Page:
Morgan Rice is the #1 Bestselling author of THE VAMPIRE JOURNALS, a young adult series comprising eight books, which has been translated into six languages. We are excited to share TURNED's first chapter here at Writersky.
In TURNED (Book #1 of the Vampire Journals series), eighteen year old Caitlin Paine finds herself uprooted from her nice suburb and forced to attend a dangerous New York City high school when her Mom moves again. The one ray of light in her new surroundings is Jonah, a new classmate who takes an instant liking to her. But before their romance can blossom, Caitlin suddenly finds herself changing. She is overcome by a superhuman strength, a sensitivity to light, a desire to feed--by feelings she does not understand. She seeks answers to what’s happening to her, and her cravings lead her to the wrong place at the wrong time. Her eyes are opened to a hidden world, right beneath her feet, thriving underground in New York City. She finds herself caught between two dangerous covens, right in the middle of a vampire war. It is at this moment that Caitlin meets Caleb, a mysterious and powerful vampire who rescues her from the dark forces. He needs her to help lead him to the legendary lost artifact. And she needs him for answers, and for protection. Together, they will need to answer one crucial question: who was her real father? But Caitlin finds herself caught between two men as something else arises between them: a forbidden love. A love between the races that will risk both of their lives, and will force them to decide whether to risk it all for each other...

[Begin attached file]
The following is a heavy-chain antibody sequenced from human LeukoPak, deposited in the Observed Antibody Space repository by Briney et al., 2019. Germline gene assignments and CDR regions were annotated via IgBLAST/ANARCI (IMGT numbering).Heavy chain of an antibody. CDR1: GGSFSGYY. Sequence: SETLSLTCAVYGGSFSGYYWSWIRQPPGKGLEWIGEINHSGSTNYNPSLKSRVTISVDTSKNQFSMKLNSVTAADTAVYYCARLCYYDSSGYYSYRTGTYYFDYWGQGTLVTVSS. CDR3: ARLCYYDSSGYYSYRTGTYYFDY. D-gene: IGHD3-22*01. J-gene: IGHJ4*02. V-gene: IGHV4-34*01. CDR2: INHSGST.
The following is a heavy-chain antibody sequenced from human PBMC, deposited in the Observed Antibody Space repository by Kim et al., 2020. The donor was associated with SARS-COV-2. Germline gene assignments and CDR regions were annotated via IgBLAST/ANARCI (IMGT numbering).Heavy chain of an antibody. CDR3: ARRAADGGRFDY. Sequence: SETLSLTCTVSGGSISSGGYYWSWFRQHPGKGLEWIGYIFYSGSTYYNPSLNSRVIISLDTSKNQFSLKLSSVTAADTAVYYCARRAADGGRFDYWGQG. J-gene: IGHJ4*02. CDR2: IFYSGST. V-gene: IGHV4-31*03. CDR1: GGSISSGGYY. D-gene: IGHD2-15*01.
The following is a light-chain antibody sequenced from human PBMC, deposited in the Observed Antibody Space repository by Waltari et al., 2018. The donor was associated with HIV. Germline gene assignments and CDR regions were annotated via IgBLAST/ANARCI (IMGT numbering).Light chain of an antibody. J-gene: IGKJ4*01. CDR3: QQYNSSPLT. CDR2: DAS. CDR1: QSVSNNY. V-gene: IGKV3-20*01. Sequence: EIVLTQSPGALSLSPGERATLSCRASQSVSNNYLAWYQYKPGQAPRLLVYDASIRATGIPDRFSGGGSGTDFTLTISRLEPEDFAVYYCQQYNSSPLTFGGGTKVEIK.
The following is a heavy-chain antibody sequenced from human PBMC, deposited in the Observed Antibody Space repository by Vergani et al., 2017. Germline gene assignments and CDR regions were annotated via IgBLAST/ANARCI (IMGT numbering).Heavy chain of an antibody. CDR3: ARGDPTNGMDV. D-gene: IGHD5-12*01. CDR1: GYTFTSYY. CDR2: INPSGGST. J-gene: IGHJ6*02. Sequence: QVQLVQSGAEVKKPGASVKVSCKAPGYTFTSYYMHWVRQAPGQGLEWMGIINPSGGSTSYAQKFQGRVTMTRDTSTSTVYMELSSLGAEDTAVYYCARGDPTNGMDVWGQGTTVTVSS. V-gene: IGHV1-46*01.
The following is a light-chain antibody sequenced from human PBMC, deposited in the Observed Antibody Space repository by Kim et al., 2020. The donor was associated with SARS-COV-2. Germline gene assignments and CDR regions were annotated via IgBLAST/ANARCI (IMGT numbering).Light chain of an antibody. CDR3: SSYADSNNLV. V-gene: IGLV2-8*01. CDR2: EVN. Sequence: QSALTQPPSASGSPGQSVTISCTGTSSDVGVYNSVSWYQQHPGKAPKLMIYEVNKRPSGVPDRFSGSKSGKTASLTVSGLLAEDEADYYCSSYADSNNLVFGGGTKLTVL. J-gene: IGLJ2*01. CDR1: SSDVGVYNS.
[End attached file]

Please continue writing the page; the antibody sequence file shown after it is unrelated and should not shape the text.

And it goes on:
Caitlin Paine always dreaded her first day at a new school. There were the big things, like meeting new friends, the new teachers, learning new hallways. And there were the small things, like getting a new locker, the smell of a new place, the sounds it made. More than anything, she dreaded the stares. She felt that everyone in a new place always stared at her. All she wanted was anonymity. But it never seemed meant to be.
Caitlin couldn’t understand why she was so conspicuous. At five foot five she wasn’t especially tall, and with her brown hair and brown eyes (and normal weight) she felt she was average. Certainly not beautiful, like some of the other girls. At 18, she was a bit older, but not enough to make her stand out.